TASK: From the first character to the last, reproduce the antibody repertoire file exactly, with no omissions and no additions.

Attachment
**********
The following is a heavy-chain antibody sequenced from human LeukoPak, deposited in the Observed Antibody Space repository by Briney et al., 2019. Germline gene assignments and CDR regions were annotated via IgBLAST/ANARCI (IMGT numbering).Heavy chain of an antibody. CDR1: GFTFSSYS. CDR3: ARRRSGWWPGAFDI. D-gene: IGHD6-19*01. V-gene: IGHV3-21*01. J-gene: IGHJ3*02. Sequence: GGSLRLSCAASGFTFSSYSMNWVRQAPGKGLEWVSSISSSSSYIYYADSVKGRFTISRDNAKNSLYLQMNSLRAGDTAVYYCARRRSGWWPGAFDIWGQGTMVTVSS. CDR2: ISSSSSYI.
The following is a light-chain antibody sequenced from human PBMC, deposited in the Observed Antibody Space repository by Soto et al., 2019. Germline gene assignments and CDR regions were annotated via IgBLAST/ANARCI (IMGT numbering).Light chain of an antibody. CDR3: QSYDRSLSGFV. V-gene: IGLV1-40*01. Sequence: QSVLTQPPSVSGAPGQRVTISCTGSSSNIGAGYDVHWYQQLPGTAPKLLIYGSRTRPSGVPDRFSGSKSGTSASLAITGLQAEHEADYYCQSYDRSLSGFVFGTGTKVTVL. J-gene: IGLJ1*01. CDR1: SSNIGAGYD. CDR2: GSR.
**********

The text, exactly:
The following is a heavy-chain antibody sequenced from human LeukoPak, deposited in the Observed Antibody Space repository by Briney et al., 2019. Germline gene assignments and CDR regions were annotated via IgBLAST/ANARCI (IMGT numbering).Heavy chain of an antibody. CDR1: GFTFSSYS. CDR3: ARRRSGWWPGAFDI. D-gene: IGHD6-19*01. V-gene: IGHV3-21*01. J-gene: IGHJ3*02. Sequence: GGSLRLSCAASGFTFSSYSMNWVRQAPGKGLEWVSSISSSSSYIYYADSVKGRFTISRDNAKNSLYLQMNSLRAGDTAVYYCARRRSGWWPGAFDIWGQGTMVTVSS. CDR2: ISSSSSYI.
The following is a light-chain antibody sequenced from human PBMC, deposited in the Observed Antibody Space repository by Soto et al., 2019. Germline gene assignments and CDR regions were annotated via IgBLAST/ANARCI (IMGT numbering).Light chain of an antibody. CDR3: QSYDRSLSGFV. V-gene: IGLV1-40*01. Sequence: QSVLTQPPSVSGAPGQRVTISCTGSSSNIGAGYDVHWYQQLPGTAPKLLIYGSRTRPSGVPDRFSGSKSGTSASLAITGLQAEHEADYYCQSYDRSLSGFVFGTGTKVTVL. J-gene: IGLJ1*01. CDR1: SSNIGAGYD. CDR2: GSR.